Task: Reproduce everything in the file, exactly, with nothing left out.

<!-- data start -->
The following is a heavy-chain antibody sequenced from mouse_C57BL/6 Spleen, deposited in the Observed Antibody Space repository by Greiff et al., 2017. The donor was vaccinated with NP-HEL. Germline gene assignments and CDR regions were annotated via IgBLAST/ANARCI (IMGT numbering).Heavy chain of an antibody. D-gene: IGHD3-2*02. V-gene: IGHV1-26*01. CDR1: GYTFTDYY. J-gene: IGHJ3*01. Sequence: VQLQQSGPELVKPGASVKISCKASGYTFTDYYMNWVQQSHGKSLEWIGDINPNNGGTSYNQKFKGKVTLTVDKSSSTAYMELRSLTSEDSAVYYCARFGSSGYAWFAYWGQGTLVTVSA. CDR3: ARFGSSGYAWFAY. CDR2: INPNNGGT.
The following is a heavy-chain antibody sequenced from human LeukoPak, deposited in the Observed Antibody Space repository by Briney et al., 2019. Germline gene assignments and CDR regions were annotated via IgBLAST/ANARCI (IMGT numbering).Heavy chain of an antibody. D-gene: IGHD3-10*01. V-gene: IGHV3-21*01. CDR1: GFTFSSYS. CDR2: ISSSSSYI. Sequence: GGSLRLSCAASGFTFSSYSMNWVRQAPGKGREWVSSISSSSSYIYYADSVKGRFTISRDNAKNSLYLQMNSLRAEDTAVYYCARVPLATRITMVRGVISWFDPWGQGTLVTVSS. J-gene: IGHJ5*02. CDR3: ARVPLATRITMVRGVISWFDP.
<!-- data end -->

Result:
The following is a heavy-chain antibody sequenced from mouse_C57BL/6 Spleen, deposited in the Observed Antibody Space repository by Greiff et al., 2017. The donor was vaccinated with NP-HEL. Germline gene assignments and CDR regions were annotated via IgBLAST/ANARCI (IMGT numbering).Heavy chain of an antibody. D-gene: IGHD3-2*02. V-gene: IGHV1-26*01. CDR1: GYTFTDYY. J-gene: IGHJ3*01. Sequence: VQLQQSGPELVKPGASVKISCKASGYTFTDYYMNWVQQSHGKSLEWIGDINPNNGGTSYNQKFKGKVTLTVDKSSSTAYMELRSLTSEDSAVYYCARFGSSGYAWFAYWGQGTLVTVSA. CDR3: ARFGSSGYAWFAY. CDR2: INPNNGGT.
The following is a heavy-chain antibody sequenced from human LeukoPak, deposited in the Observed Antibody Space repository by Briney et al., 2019. Germline gene assignments and CDR regions were annotated via IgBLAST/ANARCI (IMGT numbering).Heavy chain of an antibody. D-gene: IGHD3-10*01. V-gene: IGHV3-21*01. CDR1: GFTFSSYS. CDR2: ISSSSSYI. Sequence: GGSLRLSCAASGFTFSSYSMNWVRQAPGKGREWVSSISSSSSYIYYADSVKGRFTISRDNAKNSLYLQMNSLRAEDTAVYYCARVPLATRITMVRGVISWFDPWGQGTLVTVSS. J-gene: IGHJ5*02. CDR3: ARVPLATRITMVRGVISWFDP.